The institute found that radiologists fared better than other physicians, with nearly 24% qualifying for bonuses in 2010 compared with 16% of nonradiologists, the study found.
Under the PQRS program, physicians choose a minimum of three measures from a list of more than 200 and report on at least 80% of their Medicare patient encounters involving each measure. Bonus payments have decreased incrementally each year, dropping from 2% in 2009 to 0.5% in 2013.
Those carrots will soon become sticks as PQRS penalties kick in starting in 2015, when physicians face a 1.5% payment penalty for failing to meet reporting requirements. This year, 2013, is the performance period that will determine 2015's penalty, which makes physicians' lackluster progress so worrisome.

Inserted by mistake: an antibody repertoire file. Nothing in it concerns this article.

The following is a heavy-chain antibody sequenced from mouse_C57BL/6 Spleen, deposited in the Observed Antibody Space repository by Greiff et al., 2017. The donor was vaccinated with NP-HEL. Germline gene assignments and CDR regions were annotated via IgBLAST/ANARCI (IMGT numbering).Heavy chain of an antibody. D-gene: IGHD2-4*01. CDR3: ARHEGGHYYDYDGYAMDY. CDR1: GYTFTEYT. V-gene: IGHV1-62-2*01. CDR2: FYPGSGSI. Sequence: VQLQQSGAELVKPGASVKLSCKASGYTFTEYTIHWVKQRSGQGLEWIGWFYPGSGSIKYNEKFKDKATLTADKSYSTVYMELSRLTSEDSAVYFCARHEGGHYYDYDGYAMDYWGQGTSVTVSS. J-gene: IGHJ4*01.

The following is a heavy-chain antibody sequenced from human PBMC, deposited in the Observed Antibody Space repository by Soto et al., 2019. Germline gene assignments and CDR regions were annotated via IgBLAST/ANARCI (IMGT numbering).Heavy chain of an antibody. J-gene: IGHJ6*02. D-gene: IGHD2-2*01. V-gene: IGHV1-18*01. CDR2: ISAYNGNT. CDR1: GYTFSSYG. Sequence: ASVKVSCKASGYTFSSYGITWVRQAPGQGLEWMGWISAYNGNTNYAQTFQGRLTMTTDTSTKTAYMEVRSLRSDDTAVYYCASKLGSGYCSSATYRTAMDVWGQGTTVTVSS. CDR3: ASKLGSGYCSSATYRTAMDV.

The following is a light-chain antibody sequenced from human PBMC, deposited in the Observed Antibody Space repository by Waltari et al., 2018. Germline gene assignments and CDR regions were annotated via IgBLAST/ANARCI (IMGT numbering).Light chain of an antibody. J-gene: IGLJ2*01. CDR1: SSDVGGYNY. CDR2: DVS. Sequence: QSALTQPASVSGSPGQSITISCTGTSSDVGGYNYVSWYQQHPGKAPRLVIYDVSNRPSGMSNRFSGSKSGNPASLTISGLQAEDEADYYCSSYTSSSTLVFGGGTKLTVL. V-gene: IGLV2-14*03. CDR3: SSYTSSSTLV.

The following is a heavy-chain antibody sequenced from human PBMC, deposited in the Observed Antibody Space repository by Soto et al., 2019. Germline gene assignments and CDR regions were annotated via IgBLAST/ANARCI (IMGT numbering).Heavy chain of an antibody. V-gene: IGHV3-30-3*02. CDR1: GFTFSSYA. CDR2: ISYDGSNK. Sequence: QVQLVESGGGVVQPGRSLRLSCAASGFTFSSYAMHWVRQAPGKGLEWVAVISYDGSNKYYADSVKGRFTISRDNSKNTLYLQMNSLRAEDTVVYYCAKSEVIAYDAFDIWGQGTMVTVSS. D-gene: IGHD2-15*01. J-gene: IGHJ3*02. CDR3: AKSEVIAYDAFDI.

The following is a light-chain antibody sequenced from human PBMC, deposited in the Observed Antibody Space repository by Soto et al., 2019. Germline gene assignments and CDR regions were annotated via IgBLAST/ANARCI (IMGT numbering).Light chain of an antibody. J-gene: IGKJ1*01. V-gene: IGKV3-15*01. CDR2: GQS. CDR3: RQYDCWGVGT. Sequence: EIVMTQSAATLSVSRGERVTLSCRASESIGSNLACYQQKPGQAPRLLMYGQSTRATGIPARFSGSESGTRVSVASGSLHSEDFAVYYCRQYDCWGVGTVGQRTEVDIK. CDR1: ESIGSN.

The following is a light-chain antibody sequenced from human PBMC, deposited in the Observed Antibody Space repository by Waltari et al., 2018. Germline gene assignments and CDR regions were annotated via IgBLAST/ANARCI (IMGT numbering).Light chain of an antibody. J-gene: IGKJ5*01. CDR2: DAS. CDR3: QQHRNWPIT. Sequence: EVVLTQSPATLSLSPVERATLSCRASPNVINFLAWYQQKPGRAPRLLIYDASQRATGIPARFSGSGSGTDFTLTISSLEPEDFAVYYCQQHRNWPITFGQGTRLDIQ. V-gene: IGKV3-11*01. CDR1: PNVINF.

"Near-term improvements in documentation and reporting are necessary to avert widespread physician penalties," Dr. Richard Duszak, the institute's CEO and senior research fellow and the study's lead author, said in a news release. Radiologists could face as much as $100 million in penalties in 2016, and that number could spike to as much as $1 billion for nonradiologists, he added.
"Compliance with PQRS requirements has improved each year, but more physicians need to act now: Their performance in 2013 will dictate penalties for 2015," Duszak said.